The book of James begins with a challenge:
“Consider it pure joy, my brothers, whenever you face trials of many kinds, because you know that the testing of your faith develops perseverance. Perseverance must finish its work so that you may be mature and complete.” (James 1: 2-4)
Do we consider it pure joy when we receive a cancer diagnosis? Do we rejoice when our spouse loses his or her job? No, this is not what the writer intends. It would be cruel indeed to suggest that the people of Nepal should rejoice over losing their loved ones and homes in the recent devastating earthquakes. God directs His people to “Rejoice with those who rejoice, and mourn with those who mourn.” (Romans 12:15) A characteristic of the indwelling Holy Spirit is that He gives us greater empathy for others. We love our neighbours and care for them. Those of us who minister within the caring realm rely greatly on what the Holy Spirit prompts us to say in relation to suffering, otherwise great harm can ensue.
What then is this pure joy that we are to embrace in the face of suffering? As James notes in the above verses, your faith is going to be tested. A minor annoyance is not really going to test your faith. I’d be a very shallow Christian indeed if I went back to the store to buy those shoes I saw yesterday, found that stocks had run out and cried out to God “ Lord, why did this happen to me?” No, the things which test your faith are major life-changing events such as the loss of a loved one, the breakdown of a marriage, significant health problems, abuse, financial problems, or lack of employment, to name a few.
We do not rejoice because of significant problems, but we as Christians rejoice despite them. We rejoice because we know the presence of our Heavenly Father is with us as we experience them. Never imagine that God is the author of suffering. He created a perfect world in which we were to dwell. It was man’s sinful rebellion which caused our fallen nature, in which sin exists. God Himself paid the penalty for sin through the death and resurrection of Jesus Christ, God’s Son. He gave us the Holy Spirit to be our earthy Counsellor and guide throughout this life when we turn to Him in repentance and faith. This is the Christian gospel.
Christians suffer in this world in which all creation suffers. Every living thing dies. Some suffering is caused by the actions and decisions of others. Some suffering is caused by natural events – floods, bushfires, tornadoes, for example. Some suffering is demonic in origin. Satan was a rebellious, fallen angel whom God banished from heaven and who, the Bible tells us roams throughout the earth with his demonic followers, seeking to tempt and torment humans, to prevent or destroy their relationship with God and to ultimately destroy their lives.
As Christians we need not fear the devil. He is a real spiritual entity, as are demons, but those of us who are Christs dwell in the presence of the Lord and are protected by His Holy Spirit. Satan has no dominion at all over Jesus and His holy angels. If you ever feel threatened by demonic powers you have only to call upon the name of Jesus Christ. We are instructed not to boast in this power however, but to be thankful of our relationship with God (Luke 10:20).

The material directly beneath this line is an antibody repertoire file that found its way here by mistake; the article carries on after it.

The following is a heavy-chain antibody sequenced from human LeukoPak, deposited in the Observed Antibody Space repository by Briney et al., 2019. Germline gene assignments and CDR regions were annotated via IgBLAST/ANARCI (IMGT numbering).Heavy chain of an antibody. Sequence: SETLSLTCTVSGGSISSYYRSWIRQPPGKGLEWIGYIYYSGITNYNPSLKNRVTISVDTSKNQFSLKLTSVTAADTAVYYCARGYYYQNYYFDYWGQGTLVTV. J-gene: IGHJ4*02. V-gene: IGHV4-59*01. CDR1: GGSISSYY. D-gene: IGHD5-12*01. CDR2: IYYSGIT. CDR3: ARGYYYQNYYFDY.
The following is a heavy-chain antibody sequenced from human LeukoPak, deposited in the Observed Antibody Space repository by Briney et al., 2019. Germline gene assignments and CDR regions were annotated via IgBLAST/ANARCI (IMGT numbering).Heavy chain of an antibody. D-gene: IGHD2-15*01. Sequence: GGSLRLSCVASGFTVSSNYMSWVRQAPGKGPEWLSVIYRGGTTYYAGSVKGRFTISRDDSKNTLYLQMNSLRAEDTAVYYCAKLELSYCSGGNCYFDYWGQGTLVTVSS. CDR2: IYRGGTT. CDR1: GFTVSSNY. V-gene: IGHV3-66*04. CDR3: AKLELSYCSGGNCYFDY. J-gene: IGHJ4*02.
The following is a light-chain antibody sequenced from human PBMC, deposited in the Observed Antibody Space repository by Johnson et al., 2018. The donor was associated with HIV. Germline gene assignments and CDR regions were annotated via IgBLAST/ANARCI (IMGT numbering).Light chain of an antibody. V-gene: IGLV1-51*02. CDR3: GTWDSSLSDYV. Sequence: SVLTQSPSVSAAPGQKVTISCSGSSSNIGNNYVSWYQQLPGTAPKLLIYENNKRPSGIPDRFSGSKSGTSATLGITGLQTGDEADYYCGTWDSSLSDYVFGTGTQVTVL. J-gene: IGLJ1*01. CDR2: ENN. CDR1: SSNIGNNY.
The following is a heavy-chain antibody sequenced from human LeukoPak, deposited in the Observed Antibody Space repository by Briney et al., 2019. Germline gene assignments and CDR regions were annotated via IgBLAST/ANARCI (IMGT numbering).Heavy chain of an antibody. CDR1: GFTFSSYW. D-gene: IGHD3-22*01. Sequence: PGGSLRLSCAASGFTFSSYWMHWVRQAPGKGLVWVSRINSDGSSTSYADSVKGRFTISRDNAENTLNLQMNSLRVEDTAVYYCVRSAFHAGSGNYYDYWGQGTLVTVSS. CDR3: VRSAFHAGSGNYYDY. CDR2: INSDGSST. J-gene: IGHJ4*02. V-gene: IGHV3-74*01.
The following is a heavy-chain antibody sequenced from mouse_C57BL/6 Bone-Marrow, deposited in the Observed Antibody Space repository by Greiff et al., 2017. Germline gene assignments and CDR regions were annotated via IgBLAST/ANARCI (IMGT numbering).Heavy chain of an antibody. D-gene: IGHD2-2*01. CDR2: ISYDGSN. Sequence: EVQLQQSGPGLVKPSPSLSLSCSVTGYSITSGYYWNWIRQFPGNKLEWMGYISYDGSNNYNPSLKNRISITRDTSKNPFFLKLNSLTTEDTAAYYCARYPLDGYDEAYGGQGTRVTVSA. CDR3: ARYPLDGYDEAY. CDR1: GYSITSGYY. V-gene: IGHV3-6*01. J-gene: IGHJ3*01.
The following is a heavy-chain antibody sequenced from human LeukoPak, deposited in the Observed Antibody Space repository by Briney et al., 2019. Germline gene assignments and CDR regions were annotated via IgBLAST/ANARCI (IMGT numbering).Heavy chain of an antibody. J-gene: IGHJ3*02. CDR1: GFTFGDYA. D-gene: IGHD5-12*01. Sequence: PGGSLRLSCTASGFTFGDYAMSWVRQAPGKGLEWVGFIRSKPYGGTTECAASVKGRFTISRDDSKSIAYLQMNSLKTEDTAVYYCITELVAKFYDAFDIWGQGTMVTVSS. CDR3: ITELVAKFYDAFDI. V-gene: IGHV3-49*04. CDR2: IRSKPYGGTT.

James reminds us that being tested with suffering develops our relationship with God. We persevere. The word persevere comes from the Latin root “per” meaning “thoroughly” and “severe” the word we still use today meaning “strict”, hence the implication of abiding with something tenaciously, no matter what. This is what God requires of us, that we have faith that doesn’t waver, in good times or bad. As the apostle Paul writes in Philippians "I press on toward the goal to win the prize for which God has called me heavenward in Christ Jesus.” (Philippians 3:14).
Our faith was never meant to be a static thing. Christianity is at its most interesting when our relationship with God deepens and becomes more meaningful. James tells us that perseverance will do a work in us. We will become more deeply dependent on the things of God. We will re-examine our own values and our trust in earthy relationships and pursuits. Our Christian witness may well become more effective, particularly as we reach out to others who experience similar trials. We will have a wisdom and depth of maturity in Christ which we may never have had otherwise. As the author Margaret Clarkson wrote:
“Pain is pain and sorrow is sorrow. It hurts. It limits. It works devastation deep within personality. It circumscribes in a thousand different ways. There is nothing good about it. But the gifts God can give with it are the richest the human spirit can know.”
The Bible reminds us that the things of this world will pass away, even our earthly lives. If we persevere we will be able to say with the apostle Paul “I have fought the good fight, I have finished the race, I have kept the faith.” (2 Timothy 4:7). We can look forward with joy to an eternal life with Christ in Heaven where our Heavenly Father reigns and where:
“He will wipe every tear from their eyes. There will be no more death or mourning or crying or pain, for the old order of things has passed away.” (Revelation 21:4)
What a wonderful promise! Praise God!